Abderrahmane Sissako’s Oscar-nominated “Timbuktu,” shot in Mauritania but set in northern Mali near the title city, is a lovely, cogent, melancholy, quietly damning portrait of radical religious fundamentalists arrogantly, clumsily taking over a small town. Inspired by a 2012 murder by jihadists of a couple in their thirties by stoning, Sissako keenly observes cruelty, folly and tenderness during the year-long occupation and its wave of irrational destruction. “The film, through the couple Kidane and Satima, insists on one essential point,” he writes, “that violence will never be able to kill love. You can kill a man, but you cannot kill the love he has for his daughter, his wife. This is fundamental, and is the key to victory over barbarity. It is how we defy extremism. They will not have the last word. Beauty and dignity will triumph.” “Timbuktu” is filled with eddies and echoes, few as plainly spoken as those words, which may partially explain the film’s runaway success in France after the Charlie Hebdo terrorist murders in Paris. That it’s a very, very good, understated drama could account for the rest. 97m. Widescreen. (Ray Pride)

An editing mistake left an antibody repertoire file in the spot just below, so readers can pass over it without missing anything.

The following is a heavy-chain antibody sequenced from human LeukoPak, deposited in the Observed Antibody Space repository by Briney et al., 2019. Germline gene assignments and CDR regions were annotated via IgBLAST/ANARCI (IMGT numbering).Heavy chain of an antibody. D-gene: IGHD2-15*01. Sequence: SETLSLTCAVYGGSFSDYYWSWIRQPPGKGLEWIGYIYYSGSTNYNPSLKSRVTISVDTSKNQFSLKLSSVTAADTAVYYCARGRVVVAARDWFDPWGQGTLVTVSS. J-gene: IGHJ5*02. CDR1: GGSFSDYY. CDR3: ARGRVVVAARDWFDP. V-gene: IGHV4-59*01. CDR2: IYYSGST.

“Timbuktu” is now playing at Landmark Century.
Ray Pride is Newcity’s film critic and a contributing editor to Filmmaker magazine.
His multimedia history of Chicago “Ghost Signs” will be published later this year.